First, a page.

Although it eventually decided to participate in the January 25 demonstrations in Egypt the Brotherhood only announced its decision two days before. Its endorsement was also far from enthusiastic. Following the unprecedented size and staying power of the mass popular demonstrations against the Mubarak’s authoritarian government, the Brotherhood took a much more proactive approach in supporting the demonstrators. To date it has released eight official statements, including three signed by Badi‘a. In them the movement has been careful to not claim leadership of the demonstrations and instead says that it is simply one party among many that make up the opposition. Observers on the ground have noted that the Brotherhood is not the most visible or powerful voice represented among the hundreds of thousands to millions of demonstrators who have defied government curfews and violence to continue calling for their civil and human rights.

The Brotherhood has joined other opposition groups and demonstrators in calling for the resignation of Mubarak, the abolition of the “emergency law” that has been in place since 1981 when Mubarak came to power, the holding of new elections that are actually free and fair, the release of all political prisoners, substantial amendment of the constitution, and the prosecution of government officials who have ordered the use of violence against the demonstrators. The movement has also been careful to explain its decision to enter into cautious talks with the government, which is increasingly under the public direction of Vice President Suleiman. Thus far, the Brotherhood remains unconvinced by the government’s claims that it is trying to address the popular will of the Egyptian people.

Although it is far from being a force for social or political liberalism, certainly of the kind that is desired by progressives in the U.S. and Europe, the Brotherhood is also not the all-powerful Islamist bogeyman and twin sister of al-Qaeda that it is often portrayed as. Facing its own internal divisions and problems of legitimacy among the Egyptian public, the Brotherhood is unlikely to be able to “seize control” of the country even if it wanted to. Its internal problems are recognized by no one more clearly than by the Brotherhood itself, which has been careful not to further alienate the Egyptian people who have collectively led the popular uprising against authoritarianism that continues to defy an aging autocrat’s decrees even in the face of extreme state violence.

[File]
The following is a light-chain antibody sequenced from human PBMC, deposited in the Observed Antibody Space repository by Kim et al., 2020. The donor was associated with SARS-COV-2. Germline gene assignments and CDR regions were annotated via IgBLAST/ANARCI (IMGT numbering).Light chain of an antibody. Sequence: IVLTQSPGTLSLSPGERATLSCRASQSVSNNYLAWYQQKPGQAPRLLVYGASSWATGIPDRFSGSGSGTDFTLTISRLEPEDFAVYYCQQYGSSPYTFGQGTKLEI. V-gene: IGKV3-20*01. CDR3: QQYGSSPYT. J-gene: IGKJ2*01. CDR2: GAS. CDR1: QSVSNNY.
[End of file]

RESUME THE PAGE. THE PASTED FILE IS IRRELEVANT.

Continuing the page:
Christopher Anzalone is a doctoral student in the Institute of Islamic Studies at McGill University.

30 Responses

  1. I was wondering if you could make a post on Ghaddafi’s Libya? No news network or paper seems to mention the slightest thing about Libya even though it has Tunis on one side and Egypt on the other. Presumably the unrest in Tunis and Egypt has had some kind of effect in Libya? Are you able to shed any light on this?
    Thanks.

    • The Libyans are well asleep and it seems nothing will affect them. Probably all the nations in earth will colonize the universe and depart to new galaxies, while the Libyans remain unaffected. Their leader passed a new law stating whoever burns themselves to death as result of protesting will be sentensed to 5 years in prison!

      • “The Libyans are well asleep and it seems nothing will affect them.”?

        Check your news feed. LOL

  2. David Duke was/is Klan and a Republican so that makes all Republicans Republiklans? Of course not. Well maybe this isn’t a good example of guilt by association.

  3. One of the biggest questions I get thrown at is the Muslim Brotherhood is anti-West and anti-Israel. What is the truth behind that? Every article I read talking about the myths of the Muslim Brotherhood neglects to mention this. What is the best response to observations like that? How come no one is addressing it? Thanks!

  4. If the Brotherhood is de-demonized, can Hamas be far behind? One of the primary charges in the demonization of Hamas is the claim that it’s a “branch of the (evil terrorist) Muslim Brotherhood.

    Or is it more likely that the connection will be used to continue the demonization of the Brotherhood as linked to the (evil terrorist) Hamas.

    Or is it more likely that the Brotherhood will throw Hamas and the Palestinians under the bus to promote their own interests in Egyptian liberty?

  5. if they played right they could be potential EU members–if that’s what they might want. really up to egypt.

  6. Today on MSNBC’s Andrea Mitchell’s program she had Aayan Hirsi on to pound on the Muslim Brotherhood.

    Also taking note that Andrea Mitchell, Richard Engel, former Clinton State Dept Spokesperson Jamie Rubin doing everything they can to undermine El Baadei.